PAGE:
Medizinische Universität Graz Austria/Österreich - Forschungsportal - Medical University of Graz

Logo MUG-Forschungsportal

Gewählte Publikation:

Möse, JR; Moser, M; Fischer, G.
The effect of experimentally induced histamine deficiency on growth and rate of taking of model tumours (author's transl)
Arch Geschwulstforsch. 1980; 50(1):58-65
Web of Science PubMed

 

Autor/innen der Med Uni Graz:
Altmetrics:

Dimensions Citations:

Plum Analytics:
Abstract:
From oncolytically effective clostridial strains, the intact washed or fractionated material of the spores and vegetative forms and culture media were examined for histamine decomposing activity in previous in vitro experiments (14). In a fractionated state, all strains cause a reduction of histamine activity. Therefore histaminases are present as endozymes. When the spores germinate to vegetative forms on the tumour following i.v. injection, the cell wall breaks open and the enzymes are released. Möse et al. (13) described rapid and nearly complete decomposition of plasmakinins (specifically bradykinin) by means of the above mentioned special preparations of clostridial strains with oncolytical effect (culture media partially excepted). Bradykinin and histamine are vasoactive substances, which are significant in terms of fine regulation of the capillary circulation. Continuous inactivation of these tissue hormones effected by the (clostridial) vegetative forms concentrated in the tumour may decrease the capillary circulation and thereby favour necrotization or decomposition of the tumour. In this animal experiment the effect of this biogenic amine on growth and rate of taking of tumours by means of artificially produced changes in the flowing equilibrium of the histamine metabolism was to be shown. Mice: While feeding mice a pyridoxal phosphate-free diet, a Harding-Passey melanoma was inoculated: The tumour weights were slightly lower in the case of animals put on the diet than in controls. Rats: Histamine-free diet and treatment with semicarbazide (in the course of the treatment implanzation of a Walker tumour). The taking of the tumours was significantly delayed or their growth reduced as a result of the diet or the treatment with semicarbazide or both.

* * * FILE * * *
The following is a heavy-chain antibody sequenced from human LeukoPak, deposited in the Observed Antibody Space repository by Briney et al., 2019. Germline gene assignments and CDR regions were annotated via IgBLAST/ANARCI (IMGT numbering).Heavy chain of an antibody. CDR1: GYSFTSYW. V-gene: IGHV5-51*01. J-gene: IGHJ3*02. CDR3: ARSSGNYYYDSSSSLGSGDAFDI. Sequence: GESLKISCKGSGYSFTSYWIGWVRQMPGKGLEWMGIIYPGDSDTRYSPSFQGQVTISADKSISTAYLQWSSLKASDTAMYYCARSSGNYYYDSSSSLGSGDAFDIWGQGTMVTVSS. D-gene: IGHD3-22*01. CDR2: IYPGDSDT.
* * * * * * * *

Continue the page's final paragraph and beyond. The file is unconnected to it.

Find related publications in this database (using NLM MeSH Indexing)
Animals -
Carcinoma 256, Walker - physiopathology
Clostridium - physiopathology
Diet - physiopathology
Histamine - pharmacology
Melanoma - physiopathology
Mice - physiopathology
Neoplasms, Experimental - physiopathology
Pyridoxal Phosphate - pharmacology
Rats - pharmacology
Semicarbazides - pharmacology

© Med Uni Graz Impressum